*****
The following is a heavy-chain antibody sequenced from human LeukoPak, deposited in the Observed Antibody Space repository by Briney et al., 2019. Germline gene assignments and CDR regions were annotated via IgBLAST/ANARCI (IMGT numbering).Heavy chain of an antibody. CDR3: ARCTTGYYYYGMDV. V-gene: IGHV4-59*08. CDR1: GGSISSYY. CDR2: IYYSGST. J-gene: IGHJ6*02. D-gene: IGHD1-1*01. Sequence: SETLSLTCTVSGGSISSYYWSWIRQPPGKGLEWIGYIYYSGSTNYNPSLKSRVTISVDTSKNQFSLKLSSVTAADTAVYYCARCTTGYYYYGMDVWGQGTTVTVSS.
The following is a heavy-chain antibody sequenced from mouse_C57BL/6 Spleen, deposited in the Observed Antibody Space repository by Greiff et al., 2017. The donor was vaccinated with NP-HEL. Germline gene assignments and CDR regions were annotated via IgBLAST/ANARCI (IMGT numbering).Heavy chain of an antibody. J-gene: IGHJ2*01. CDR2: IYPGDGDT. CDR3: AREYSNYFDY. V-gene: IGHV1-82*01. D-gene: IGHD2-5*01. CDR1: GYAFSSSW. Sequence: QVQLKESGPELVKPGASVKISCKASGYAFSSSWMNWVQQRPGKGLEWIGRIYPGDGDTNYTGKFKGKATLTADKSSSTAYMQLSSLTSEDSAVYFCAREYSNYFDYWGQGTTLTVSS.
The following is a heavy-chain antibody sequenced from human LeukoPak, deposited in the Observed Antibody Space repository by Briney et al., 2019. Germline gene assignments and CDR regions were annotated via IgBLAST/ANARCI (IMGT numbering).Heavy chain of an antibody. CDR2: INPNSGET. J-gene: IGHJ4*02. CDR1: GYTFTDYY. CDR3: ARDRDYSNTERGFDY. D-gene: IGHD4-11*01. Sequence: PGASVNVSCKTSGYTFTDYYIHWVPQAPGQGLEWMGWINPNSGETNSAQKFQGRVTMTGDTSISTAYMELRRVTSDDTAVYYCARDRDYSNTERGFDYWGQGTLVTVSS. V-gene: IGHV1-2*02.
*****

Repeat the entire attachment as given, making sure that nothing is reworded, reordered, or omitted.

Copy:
The following is a heavy-chain antibody sequenced from human LeukoPak, deposited in the Observed Antibody Space repository by Briney et al., 2019. Germline gene assignments and CDR regions were annotated via IgBLAST/ANARCI (IMGT numbering).Heavy chain of an antibody. CDR3: ARCTTGYYYYGMDV. V-gene: IGHV4-59*08. CDR1: GGSISSYY. CDR2: IYYSGST. J-gene: IGHJ6*02. D-gene: IGHD1-1*01. Sequence: SETLSLTCTVSGGSISSYYWSWIRQPPGKGLEWIGYIYYSGSTNYNPSLKSRVTISVDTSKNQFSLKLSSVTAADTAVYYCARCTTGYYYYGMDVWGQGTTVTVSS.
The following is a heavy-chain antibody sequenced from mouse_C57BL/6 Spleen, deposited in the Observed Antibody Space repository by Greiff et al., 2017. The donor was vaccinated with NP-HEL. Germline gene assignments and CDR regions were annotated via IgBLAST/ANARCI (IMGT numbering).Heavy chain of an antibody. J-gene: IGHJ2*01. CDR2: IYPGDGDT. CDR3: AREYSNYFDY. V-gene: IGHV1-82*01. D-gene: IGHD2-5*01. CDR1: GYAFSSSW. Sequence: QVQLKESGPELVKPGASVKISCKASGYAFSSSWMNWVQQRPGKGLEWIGRIYPGDGDTNYTGKFKGKATLTADKSSSTAYMQLSSLTSEDSAVYFCAREYSNYFDYWGQGTTLTVSS.
The following is a heavy-chain antibody sequenced from human LeukoPak, deposited in the Observed Antibody Space repository by Briney et al., 2019. Germline gene assignments and CDR regions were annotated via IgBLAST/ANARCI (IMGT numbering).Heavy chain of an antibody. CDR2: INPNSGET. J-gene: IGHJ4*02. CDR1: GYTFTDYY. CDR3: ARDRDYSNTERGFDY. D-gene: IGHD4-11*01. Sequence: PGASVNVSCKTSGYTFTDYYIHWVPQAPGQGLEWMGWINPNSGETNSAQKFQGRVTMTGDTSISTAYMELRRVTSDDTAVYYCARDRDYSNTERGFDYWGQGTLVTVSS. V-gene: IGHV1-2*02.